Tuesday, December 13, 2011

Christmas Bird Count begins this weekend

Come Saturday Mary Huey of Willoughby will marshal a covey of like-minded birders for an annual bird-tallying event that stretches back more than a century.

The Burrough’s Nature Club participants will be engaged in the National Audubon Society’s 111th annual Christmas Bird Count. They have set aside for themselves a swath of western Lake County.

Meanwhile, other groups - such as the Blackbrook Audubon Society - will view and record bird sightings at different locations in Lake County and also on Sunday.

The entire program is sponsored by the National Audubon Society and is held nationwide from Dec. 14 to Jan. 5 each year.

Every participant is assigned a certain territory and designated to locate places to key in on as well as record findings and sightings.
Huey’s job is to coordinate activities with the group assembling at Lake Metroparks’ Gully Brook Park on the Willoughby-Willoughby Hills line.

“This is the first year we’ve surveyed that area in some time so I’m not sure what we’ll find,” said Huey, who has participated in the count since the early 1960s.

Previous outings have spied many common wintering birds such as tufted titmice, cardinals and bluejays.

“We hope to see some owls and kingfishers, and we would really like to have an eagle fly over us,” Huey said.

Huey says the groups tend to average small in size; numbering maybe a dozen or so participants.

“After about an hour we break off into smaller groups of two or three people,” Huey said. “If you do see something unusual it’s good to have someone else around to verify the sighting.”

Some of Huey’s more noteworthy sightings included identifying a cowbird - normally long gone by winter - as well as a mockingbird, which likewise had no business hanging around Northeast Ohio during the Christmas season.

“And I remember once seeing some snow buntings around the old Willoughby landfill,” Huey said. “That was pretty exciting. And we’re still seeing some migration, especially with ducks and geese.”

Among the count’s frequent participants and excellent birders is John Pogacnik, John, Lake Metroparks’ biologist.

“I do but not around here,” Pogacnik said. “I participate in the Lake Erie Island area count, which I organized about 25 years ago.”

Pogacnik said that because of the warming influence of Lake Erie the weather tends to be more mild and thus often allows seeing species less commonly encountered in Northeast Ohio such as the hermit thrush as well as bald eagles.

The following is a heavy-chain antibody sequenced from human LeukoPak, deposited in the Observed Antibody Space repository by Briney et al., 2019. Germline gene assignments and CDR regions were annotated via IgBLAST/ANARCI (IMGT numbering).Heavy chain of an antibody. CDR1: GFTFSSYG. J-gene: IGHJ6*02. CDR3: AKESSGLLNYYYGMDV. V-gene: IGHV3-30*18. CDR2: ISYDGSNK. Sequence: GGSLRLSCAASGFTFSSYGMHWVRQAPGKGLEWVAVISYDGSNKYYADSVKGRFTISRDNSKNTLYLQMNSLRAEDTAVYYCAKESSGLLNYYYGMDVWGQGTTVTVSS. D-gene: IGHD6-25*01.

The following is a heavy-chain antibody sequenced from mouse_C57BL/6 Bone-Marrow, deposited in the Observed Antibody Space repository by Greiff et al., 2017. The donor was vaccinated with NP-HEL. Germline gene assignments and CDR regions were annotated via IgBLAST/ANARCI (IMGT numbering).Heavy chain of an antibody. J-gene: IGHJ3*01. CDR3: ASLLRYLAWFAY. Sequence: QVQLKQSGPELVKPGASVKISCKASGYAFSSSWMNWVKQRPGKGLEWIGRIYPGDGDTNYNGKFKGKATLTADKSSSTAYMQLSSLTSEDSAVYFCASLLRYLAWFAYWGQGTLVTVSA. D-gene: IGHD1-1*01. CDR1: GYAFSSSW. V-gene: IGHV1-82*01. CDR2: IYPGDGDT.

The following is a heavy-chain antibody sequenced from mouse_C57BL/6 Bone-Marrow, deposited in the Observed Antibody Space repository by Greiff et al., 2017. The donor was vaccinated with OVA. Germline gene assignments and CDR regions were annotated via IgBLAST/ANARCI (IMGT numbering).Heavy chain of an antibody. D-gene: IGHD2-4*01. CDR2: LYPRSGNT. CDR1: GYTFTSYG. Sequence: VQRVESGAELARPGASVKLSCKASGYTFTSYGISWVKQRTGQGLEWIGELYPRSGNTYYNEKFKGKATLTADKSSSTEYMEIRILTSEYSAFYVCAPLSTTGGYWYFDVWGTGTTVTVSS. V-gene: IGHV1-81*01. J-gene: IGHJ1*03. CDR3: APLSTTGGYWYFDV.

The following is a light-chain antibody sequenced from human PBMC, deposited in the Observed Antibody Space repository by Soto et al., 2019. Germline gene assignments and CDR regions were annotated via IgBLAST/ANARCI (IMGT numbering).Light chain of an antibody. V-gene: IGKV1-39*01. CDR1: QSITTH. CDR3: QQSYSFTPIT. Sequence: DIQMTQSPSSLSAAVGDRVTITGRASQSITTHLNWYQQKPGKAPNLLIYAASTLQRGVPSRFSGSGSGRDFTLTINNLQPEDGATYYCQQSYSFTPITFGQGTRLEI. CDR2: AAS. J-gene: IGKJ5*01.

“You get some really neat stuff, which is one of the reason I put it together,” Pogacnik said.

High on Pogachik’s count list are buffleheads, a type of diving duck. Where once a count of around 100 birds was tallied now the total is up to 2,000 or more birds, he said.

“I think that’s because of the proliferation of the zebra mussel which the bufflehead like to eat,” Pogacnik said,

However, one bird species Pogacnik said he rarely sees around the islands is the common tufted titmouse, which doesn’t like to cross large expenses of open water.

“And we very seldom see pigeons anymore, either,” Pogacnik said. “Whether they like
the big city habitat or what I just don’t know.”

Asked to note the difference between the Christmas bird count and February’s Great Backyard Bird Count, Huey said the former has a much richer history and is more technical in its execution.

“The Christmas count has been going on a lot longer and also does more field counting of birds and less bird feeder counting; which we do too but not as much,”

Huey said who noted that by noon most every counter is tuckered out and ready to gather to mull over the findings.

“We usually have the tally done by then so we can stop and eat lunch somewhere in downtown Willoughby,” Huey said.

- Jeffrey L. Frischkorn

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